Vietnam's government will allow exchange-traded funds and open-end funds to operate and seek to monitor indirect investment inflows in an attempt to support the sliding stock market, the Finance Ministry said on Wednesday.
The Vietnam Index has lost nearly a fifth of its value so far this year in the face of macroeconomic instability as the country battles one of the highest inflation rates in Asia, a slumping property market and a troublesome banking sector.
The ministry will issue guidelines on the operation of open-end funds by year-end and publish rules on property investment funds and voluntary retirement funds in early 2012 to attract more institutional investors and boost demand, it said in a statement.
The package of measures aism to "continue to stimulate the stock market for a stable development," it said.
The ministry will launch a programme to restructure the stock market next year and in 2013 and seek to manage the inflow of indirect investment with policies expected to take effect by the end of this year.
The statement did not elaborate on the measures for monitoring the inflows.
Exchange-traded funds for commodities could be available on the stock exchanges next year and corporate global depository receipts will be traded pending the government's consent, the statement said.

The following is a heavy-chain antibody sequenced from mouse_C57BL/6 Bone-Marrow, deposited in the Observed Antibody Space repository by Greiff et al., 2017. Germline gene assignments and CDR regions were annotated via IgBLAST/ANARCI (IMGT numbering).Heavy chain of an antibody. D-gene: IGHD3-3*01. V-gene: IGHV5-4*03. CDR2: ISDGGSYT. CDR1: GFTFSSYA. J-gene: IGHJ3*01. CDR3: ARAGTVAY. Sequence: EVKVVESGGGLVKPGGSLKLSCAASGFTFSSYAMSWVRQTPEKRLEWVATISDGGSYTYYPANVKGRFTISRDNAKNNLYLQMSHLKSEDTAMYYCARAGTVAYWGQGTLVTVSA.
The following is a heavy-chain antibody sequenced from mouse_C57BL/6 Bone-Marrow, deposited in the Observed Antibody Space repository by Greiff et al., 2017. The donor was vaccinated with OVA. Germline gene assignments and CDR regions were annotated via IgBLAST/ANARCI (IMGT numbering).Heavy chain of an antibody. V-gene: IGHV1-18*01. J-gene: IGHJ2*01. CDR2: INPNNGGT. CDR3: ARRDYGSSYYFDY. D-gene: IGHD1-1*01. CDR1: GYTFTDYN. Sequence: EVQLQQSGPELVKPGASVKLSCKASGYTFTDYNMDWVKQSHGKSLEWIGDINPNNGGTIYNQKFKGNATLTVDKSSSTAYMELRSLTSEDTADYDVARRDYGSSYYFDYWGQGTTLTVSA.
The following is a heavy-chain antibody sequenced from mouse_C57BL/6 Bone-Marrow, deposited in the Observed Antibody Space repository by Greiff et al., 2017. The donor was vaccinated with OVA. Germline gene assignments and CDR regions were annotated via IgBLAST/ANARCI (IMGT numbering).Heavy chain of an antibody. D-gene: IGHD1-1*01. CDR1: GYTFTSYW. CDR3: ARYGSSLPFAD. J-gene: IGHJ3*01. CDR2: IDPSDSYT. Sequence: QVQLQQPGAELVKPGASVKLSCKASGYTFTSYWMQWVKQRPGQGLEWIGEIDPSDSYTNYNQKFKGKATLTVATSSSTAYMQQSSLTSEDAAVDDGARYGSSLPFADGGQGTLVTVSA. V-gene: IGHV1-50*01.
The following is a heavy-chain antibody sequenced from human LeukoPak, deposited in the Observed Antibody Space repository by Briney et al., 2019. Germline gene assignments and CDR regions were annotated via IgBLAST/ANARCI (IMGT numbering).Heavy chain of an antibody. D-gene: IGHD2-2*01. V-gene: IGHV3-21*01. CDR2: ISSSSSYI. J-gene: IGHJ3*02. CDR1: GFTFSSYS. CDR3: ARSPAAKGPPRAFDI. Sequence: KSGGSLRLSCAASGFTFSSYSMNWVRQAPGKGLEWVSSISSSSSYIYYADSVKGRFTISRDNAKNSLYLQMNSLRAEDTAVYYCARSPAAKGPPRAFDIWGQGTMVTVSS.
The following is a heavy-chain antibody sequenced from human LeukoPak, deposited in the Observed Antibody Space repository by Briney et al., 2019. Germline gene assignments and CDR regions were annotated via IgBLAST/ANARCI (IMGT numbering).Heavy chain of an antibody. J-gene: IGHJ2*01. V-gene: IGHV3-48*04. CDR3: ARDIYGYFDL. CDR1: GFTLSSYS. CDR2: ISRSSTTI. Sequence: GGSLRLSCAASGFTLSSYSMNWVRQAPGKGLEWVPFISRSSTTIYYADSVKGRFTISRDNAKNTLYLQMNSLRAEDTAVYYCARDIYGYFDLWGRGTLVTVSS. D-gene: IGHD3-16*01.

Other measures to boost Vietnam's stock markets are under way.
The Ho Chi Minh Stock Exchange, the country's main bourse, will extend trading hours into the afternoon from next February, a move than has been delayed for three years, the Vietnam Economic Times newspaper said on Wednesday.
In August the National Assembly approved a government proposal to reduce income tax on stock investors by 2012.
The Finance Ministry's statement said it plans to suggest the assembly continue the tax reduction and exemption to ease difficulties facing investors and businesses. It gave no new timeframe.
"In general, the package of measures by the State Securities Commission will likely have a positive impact on the stock market, which may help attract new foreign cash inflows given the country's macro fundamentals are stable," said Deputy Director Quach Manh Hao of Thang Long Securities Co.
The commission, the market watchdog, is run by the Finance Ministry.
"If different types of funds and derivative products are to be allowed next year, plus extending the trading time, it is good news because investors will have more tools to manage risks and of course it will help boost market liquidity," Hao said.
He said market regulators should cut the payment time to two days from three days now, and allow investors to buy and sell stocks in the same trading session.
If the government's policymaking is effective, investor's trust in the Vietnamese dong will improve and the stock market could see a boom, he added.